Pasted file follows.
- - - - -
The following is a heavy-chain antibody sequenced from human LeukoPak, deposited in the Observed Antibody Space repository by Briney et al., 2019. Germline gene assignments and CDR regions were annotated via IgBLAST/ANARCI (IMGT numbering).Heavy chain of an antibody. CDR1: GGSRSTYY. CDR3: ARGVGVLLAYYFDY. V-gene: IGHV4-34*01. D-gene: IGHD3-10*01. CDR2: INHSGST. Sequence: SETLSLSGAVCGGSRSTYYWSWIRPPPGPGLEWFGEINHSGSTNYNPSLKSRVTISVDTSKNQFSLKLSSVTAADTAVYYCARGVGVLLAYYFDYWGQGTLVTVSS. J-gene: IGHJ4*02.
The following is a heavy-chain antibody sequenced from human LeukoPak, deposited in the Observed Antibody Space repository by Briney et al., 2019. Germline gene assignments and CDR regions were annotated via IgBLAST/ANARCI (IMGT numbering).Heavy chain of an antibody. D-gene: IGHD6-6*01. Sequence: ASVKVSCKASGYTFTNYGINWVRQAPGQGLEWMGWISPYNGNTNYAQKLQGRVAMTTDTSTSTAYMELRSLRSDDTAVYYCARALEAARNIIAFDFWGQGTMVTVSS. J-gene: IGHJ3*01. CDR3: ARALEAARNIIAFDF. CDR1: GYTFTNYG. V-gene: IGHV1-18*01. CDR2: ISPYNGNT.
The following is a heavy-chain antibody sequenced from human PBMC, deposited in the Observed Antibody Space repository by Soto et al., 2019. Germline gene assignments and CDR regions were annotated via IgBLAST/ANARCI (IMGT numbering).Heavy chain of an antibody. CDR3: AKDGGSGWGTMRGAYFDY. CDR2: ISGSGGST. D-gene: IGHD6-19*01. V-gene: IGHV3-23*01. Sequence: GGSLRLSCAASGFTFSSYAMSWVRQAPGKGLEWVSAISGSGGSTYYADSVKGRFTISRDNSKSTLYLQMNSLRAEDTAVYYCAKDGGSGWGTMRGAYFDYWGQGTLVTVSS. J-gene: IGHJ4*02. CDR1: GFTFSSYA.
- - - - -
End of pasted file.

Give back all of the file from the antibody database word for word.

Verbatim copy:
The following is a heavy-chain antibody sequenced from human LeukoPak, deposited in the Observed Antibody Space repository by Briney et al., 2019. Germline gene assignments and CDR regions were annotated via IgBLAST/ANARCI (IMGT numbering).Heavy chain of an antibody. CDR1: GGSRSTYY. CDR3: ARGVGVLLAYYFDY. V-gene: IGHV4-34*01. D-gene: IGHD3-10*01. CDR2: INHSGST. Sequence: SETLSLSGAVCGGSRSTYYWSWIRPPPGPGLEWFGEINHSGSTNYNPSLKSRVTISVDTSKNQFSLKLSSVTAADTAVYYCARGVGVLLAYYFDYWGQGTLVTVSS. J-gene: IGHJ4*02.
The following is a heavy-chain antibody sequenced from human LeukoPak, deposited in the Observed Antibody Space repository by Briney et al., 2019. Germline gene assignments and CDR regions were annotated via IgBLAST/ANARCI (IMGT numbering).Heavy chain of an antibody. D-gene: IGHD6-6*01. Sequence: ASVKVSCKASGYTFTNYGINWVRQAPGQGLEWMGWISPYNGNTNYAQKLQGRVAMTTDTSTSTAYMELRSLRSDDTAVYYCARALEAARNIIAFDFWGQGTMVTVSS. J-gene: IGHJ3*01. CDR3: ARALEAARNIIAFDF. CDR1: GYTFTNYG. V-gene: IGHV1-18*01. CDR2: ISPYNGNT.
The following is a heavy-chain antibody sequenced from human PBMC, deposited in the Observed Antibody Space repository by Soto et al., 2019. Germline gene assignments and CDR regions were annotated via IgBLAST/ANARCI (IMGT numbering).Heavy chain of an antibody. CDR3: AKDGGSGWGTMRGAYFDY. CDR2: ISGSGGST. D-gene: IGHD6-19*01. V-gene: IGHV3-23*01. Sequence: GGSLRLSCAASGFTFSSYAMSWVRQAPGKGLEWVSAISGSGGSTYYADSVKGRFTISRDNSKSTLYLQMNSLRAEDTAVYYCAKDGGSGWGTMRGAYFDYWGQGTLVTVSS. J-gene: IGHJ4*02. CDR1: GFTFSSYA.